Install and configure eth1

Follow the Gentoo Home router guide located at . Eth1 is the wired USB ethernet adapter and will be connected to the WAN via the cable modem that is furnished by your ISP (Goodbye old Network Everywhere Cable/DSL Router). You need to setup eth1 in /etc/conf.d/net and add a symbolic link from /etc/init.d/net.lo to /etc/init.d/net.eth1. For a static IP address edit /etc/conf.d/net and add a line:

Config_eth1=(“ netmask broadcast”) if your ISP has assigned a static address to you. For a dynamic IP the file does not require editing. Replace the with your WAN IP address, netmask and broadcast mask

Install and configure wlan0

There are reports of the R38 driver for the zd1211 chipset working with bridging. I didn’t have much success so I’ll use the latest version, R76. We will download and install the r-76 version of the driver.

tar zxvf zd1211-driver-r76.tgz
cd zd1211-driver-r76

change directories into the zd1211-driver-r76 directory and edit the makefile. Change the KERNEL_SOURCE lines to match these:



Save the file and compile the driver.

make install

Next we add the module name (zd1211) to /etc/modules/autoload.d/kernel-2.6. This will make the module automatically load on booting the 2.6.15 kernel.

Next we configure the wireless device. To make these settings permanent, edit /etc/conf.d/net and make sure the following lines are included. These lines can also be in /etc/conf.d/wireless, but /net is the recommended location. We will use the SSID of Kuro and passkey of 1234567890abcdef1234567890. In particular, make sure these lines are included:


For a static IP address we edit /etc/conf.d/net and add a line:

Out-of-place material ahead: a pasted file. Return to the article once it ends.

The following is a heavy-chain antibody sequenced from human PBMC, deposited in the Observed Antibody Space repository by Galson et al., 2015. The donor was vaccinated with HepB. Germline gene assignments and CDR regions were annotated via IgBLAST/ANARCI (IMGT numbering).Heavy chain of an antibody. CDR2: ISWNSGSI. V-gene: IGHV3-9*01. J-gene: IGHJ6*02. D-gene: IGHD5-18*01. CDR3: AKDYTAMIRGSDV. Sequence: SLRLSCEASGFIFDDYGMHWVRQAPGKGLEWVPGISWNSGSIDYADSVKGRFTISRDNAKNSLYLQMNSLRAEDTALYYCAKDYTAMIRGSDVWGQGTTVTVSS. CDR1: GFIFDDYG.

config_wlan0=( “” )

We use the same address, netmask, and broadcast mask as those assigned to eth0, so make sure the config_eth0 line has these numbers too. This setup makes the Kuro’s internal IP address which is typical for a router.

The bridging capability of the zd1211 chipset has been reported to be quirky and in some cases badly behaved. We’ll give it a shot, although it is not needed to access the Kuro wirelessly, it is required to access the other wired devices on your intranet.

To create the bridge from eth0 to wlan0 Add the following lines:

bridge_br0=”eth0 wlan0”
config_eth0=( “null” )
config_wlan0=( “null” )
config_br0=( “” ) #this is the IP address of the kuro
depend_br0() (
need net.eth0 net.wlan0

Last, add a symbolic link from /etc/init.d/net.lo to /etc/init.d/net.wlan0 and add net.wlan0 to the default runlevel.

rc-update add net.wlan0 default

Add net-misc/bridge-utils to /etc/portage/package.keywords since it is masked. It is needed to create the bridge between eth0 and wlan0.

emerge bridge-utils. 

You need wireless-tools to configure wlan0.

emerge wireless-tools

Note: you cannot connect to the Kuro via a wireless connection while simultaneously connected via a wired connection. To test the wireless connection you must stop eth0 with the command “/etc/init.d/net.eth0 stop” or physically unplug the wired Ethernet cable from your client machine.